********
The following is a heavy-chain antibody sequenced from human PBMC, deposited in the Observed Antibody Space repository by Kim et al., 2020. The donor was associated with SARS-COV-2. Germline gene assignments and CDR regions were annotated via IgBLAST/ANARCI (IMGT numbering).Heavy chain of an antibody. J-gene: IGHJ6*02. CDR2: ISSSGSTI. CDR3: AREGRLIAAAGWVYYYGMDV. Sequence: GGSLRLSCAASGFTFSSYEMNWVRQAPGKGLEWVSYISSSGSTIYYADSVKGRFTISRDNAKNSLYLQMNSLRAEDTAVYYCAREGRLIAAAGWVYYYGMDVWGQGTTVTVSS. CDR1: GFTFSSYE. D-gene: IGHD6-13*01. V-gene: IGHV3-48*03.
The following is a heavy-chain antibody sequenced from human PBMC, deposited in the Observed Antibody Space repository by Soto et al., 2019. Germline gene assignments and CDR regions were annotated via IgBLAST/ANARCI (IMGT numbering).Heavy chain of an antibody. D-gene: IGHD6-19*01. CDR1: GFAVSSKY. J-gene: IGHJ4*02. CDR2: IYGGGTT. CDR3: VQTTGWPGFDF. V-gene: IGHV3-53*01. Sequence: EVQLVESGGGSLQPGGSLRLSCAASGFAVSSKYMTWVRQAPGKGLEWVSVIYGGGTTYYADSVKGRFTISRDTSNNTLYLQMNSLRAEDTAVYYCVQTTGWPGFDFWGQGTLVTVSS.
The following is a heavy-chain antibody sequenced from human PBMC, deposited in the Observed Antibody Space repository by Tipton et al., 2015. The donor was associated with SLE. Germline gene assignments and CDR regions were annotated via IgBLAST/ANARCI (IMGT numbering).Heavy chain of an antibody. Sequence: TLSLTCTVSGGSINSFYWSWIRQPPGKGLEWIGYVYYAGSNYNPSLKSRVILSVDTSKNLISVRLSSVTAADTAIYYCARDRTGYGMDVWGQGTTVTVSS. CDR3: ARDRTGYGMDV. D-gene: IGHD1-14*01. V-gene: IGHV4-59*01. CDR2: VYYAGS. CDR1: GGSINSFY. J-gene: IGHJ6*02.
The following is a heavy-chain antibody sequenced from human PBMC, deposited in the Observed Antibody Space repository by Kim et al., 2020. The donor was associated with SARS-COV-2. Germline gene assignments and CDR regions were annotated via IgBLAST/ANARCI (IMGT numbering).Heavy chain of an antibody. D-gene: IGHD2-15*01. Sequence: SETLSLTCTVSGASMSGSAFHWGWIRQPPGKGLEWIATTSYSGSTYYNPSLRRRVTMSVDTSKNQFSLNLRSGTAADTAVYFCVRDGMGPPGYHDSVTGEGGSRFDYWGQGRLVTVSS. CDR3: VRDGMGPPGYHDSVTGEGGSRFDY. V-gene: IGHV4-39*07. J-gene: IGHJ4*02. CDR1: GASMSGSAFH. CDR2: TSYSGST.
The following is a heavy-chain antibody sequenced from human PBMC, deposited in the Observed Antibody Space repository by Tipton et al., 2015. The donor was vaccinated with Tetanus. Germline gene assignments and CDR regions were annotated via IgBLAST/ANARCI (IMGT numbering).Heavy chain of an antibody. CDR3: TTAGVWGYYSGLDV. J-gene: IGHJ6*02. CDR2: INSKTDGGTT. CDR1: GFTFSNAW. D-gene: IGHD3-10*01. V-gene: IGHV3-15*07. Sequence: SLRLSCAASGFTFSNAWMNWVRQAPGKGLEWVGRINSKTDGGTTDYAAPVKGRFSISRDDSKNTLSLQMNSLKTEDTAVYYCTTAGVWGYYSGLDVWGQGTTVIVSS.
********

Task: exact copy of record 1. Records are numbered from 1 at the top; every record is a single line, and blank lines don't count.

The following is a heavy-chain antibody sequenced from human PBMC, deposited in the Observed Antibody Space repository by Kim et al., 2020. The donor was associated with SARS-COV-2. Germline gene assignments and CDR regions were annotated via IgBLAST/ANARCI (IMGT numbering).Heavy chain of an antibody. J-gene: IGHJ6*02. CDR2: ISSSGSTI. CDR3: AREGRLIAAAGWVYYYGMDV. Sequence: GGSLRLSCAASGFTFSSYEMNWVRQAPGKGLEWVSYISSSGSTIYYADSVKGRFTISRDNAKNSLYLQMNSLRAEDTAVYYCAREGRLIAAAGWVYYYGMDVWGQGTTVTVSS. CDR1: GFTFSSYE. D-gene: IGHD6-13*01. V-gene: IGHV3-48*03.